Coen Bros: Inside Llewyn Davis part 3
Hey guys, be cool, don’t go reading this if you haven’t seen the movie, it’ll just spoil it for you.
The movie doesn’t tell us, but after Llewyn gets punched by the mysterious Southerner in the alleyway behind the Gaslight the narrative begins. We’ve just seen the end of the movie, now we’re going back to the beginning. The movie doesn’t tell us that, of course. There is no title card that says “Three Days Earlier” or anything. Rather, the movie plays with that doubt. Llewyn wakes up in someone’s apartment on someone’s couch with someone’s cat sitting on his chest, and this all seems to be part of his routine. He makes himself at home, he strums his guitar, He makes himself some eggs, he peruses the apartment’s artworks and record collection. He finds a copy of his own record, the one he made with his partner, the Timlin and Davis album If We Had Wings.
He drops a needle on the record and listens to himself and his partner singing. The song is titled “Fare Thee Well,” but folk-song aficionados know it as “Dink’s Song.” And, as this song comes to be fairly important to the narrative, it behooves me to discuss it.
“Dink’s Song” was first noted (by folk music aficionados) in 1908. John Lomax (father of folk music aficionado Alan Lomax) heard it sung by a black woman in Texas, singing it as she washed her clothes by a riverside levee-building camp. It is called “Dink’s Song” because the only thing John Lomax knew about the woman singing it was that she was called “Dink.”
So for the purpose of our analysis, let’s say that Dink qualifies as “authentic.” Here is a woman, singing as she washes her clothes, for the purposes of we don’t know what — keeping a rhythm, passing the time, entertaining herself, expressing herself, whatever. Let’s set aside for the moment the idea that Dink is singing “to impress the ethnomusicologist.” If Dink is “authentic,” singing from the heart for no commercial purpose whatsoever, what does that make Timlin and Davis? They may be champions, they may be preservationists, they may be motivated by celebration and joy, but they are still singing “Dink’s Song” for money, for a commercial end. However gorgeous and heartfelt their recording is, and it is, it’s not authentic. They don’t know, and cannot know, Dink’s life. (Assuming “Dink’s Song” actually begins with Dink, and not from some earlier source, which is a dumb assumption to make.) The narrative of the song is one of loss: the singer has lost a loved one and now cannot go home. Well, everyone has lost a loved one, and people in their 20s often can’t go home for a variety of reasons, so the song is certainly singable by a wide variety of folks. But has Llewyn felt the kind of loss the song implies, and can he go home? And if he cannot, why not? Again, as with “Hang Me, Oh Hang Me,” the narrative will slowly unfold the answers to those questions.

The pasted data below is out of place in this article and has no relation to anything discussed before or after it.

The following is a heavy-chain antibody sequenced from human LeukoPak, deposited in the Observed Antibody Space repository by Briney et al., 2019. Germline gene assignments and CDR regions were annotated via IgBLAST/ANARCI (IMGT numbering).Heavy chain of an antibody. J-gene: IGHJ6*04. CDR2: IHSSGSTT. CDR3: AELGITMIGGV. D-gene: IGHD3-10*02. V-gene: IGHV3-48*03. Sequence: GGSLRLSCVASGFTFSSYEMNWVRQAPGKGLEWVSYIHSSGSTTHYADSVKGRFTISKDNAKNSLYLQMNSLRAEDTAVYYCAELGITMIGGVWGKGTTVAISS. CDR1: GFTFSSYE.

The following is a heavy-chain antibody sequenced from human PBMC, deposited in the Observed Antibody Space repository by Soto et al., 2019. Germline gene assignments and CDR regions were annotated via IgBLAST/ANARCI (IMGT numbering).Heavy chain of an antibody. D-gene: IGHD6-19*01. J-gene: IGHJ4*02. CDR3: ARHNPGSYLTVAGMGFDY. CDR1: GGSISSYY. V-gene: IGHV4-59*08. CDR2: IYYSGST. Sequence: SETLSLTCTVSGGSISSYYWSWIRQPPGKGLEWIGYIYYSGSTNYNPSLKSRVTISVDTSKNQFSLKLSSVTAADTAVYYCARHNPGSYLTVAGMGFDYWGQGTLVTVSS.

Llewyn leaves a note on the sideboard: “I was a sorry mess last night.” Because of the previous sequence, we think he’s referring to getting punched in the alleyway. On a second viewing, we realize that Llewyn apparently apologizes for being a mess every goddamned morning. (The notepad gives us the location of the apartment, near Columbia University, and the job of the lessee, a professor in the sociology department. For those unfamiliar with New York geography, Columbia University is at the opposite end of Manhattan from Greenwich Village. And, for the young, it was once possible for downtrodden artists, even folk singers, to live in Greenwich Village in 1961.)
But he’s about to make a worse mess. As he leaves the apartment, the cat gets out and the door locks behind him. And, since this is the Coen Bros, there’s a good bet that the cat “means” something. Let’s say for now that the cat symbolizes “responsibility,” and that Llewyn’s handling of the cat is a mirror of how he handles his other responsibilities. Because, if nothing else, Llewyn is really bad at handling responsibilities. First he tries to fob the cat off on a neighbor (who isn’t home) and then the elevator man (who refuses), then tries to contact the owner (a Professor Gorfein) but gets only his secretary. He gives the secretary a message, “Llewyn has the cat,” which gets repeated back to him as “Llewyn is the cat.” So maybe the symbolism of the cat isn’t that difficult to parse: the cat is Llewyn, Llewyn is the cat.
Considering, however, that Llewyn and the cat end up having markedly different character arcs, maybe Llewyn is not the cat. Or, keeping in mind the last time the Coens contemplated a cat in one of their movies (ie Schroedinger’s cat in A Serious Man), maybe Llewyn is the cat and is not the cat at the same time. In any case, the cat will turn out to be okay, in part, the narrative suggests, because, unlike Llewyn, it pays attention to its surroundings. It watches out the windows of the subway train as it rushes from Columbia University down to Greenwich Village. We don’t know it, but the cat, unlike Llewyn, has plans to make it home.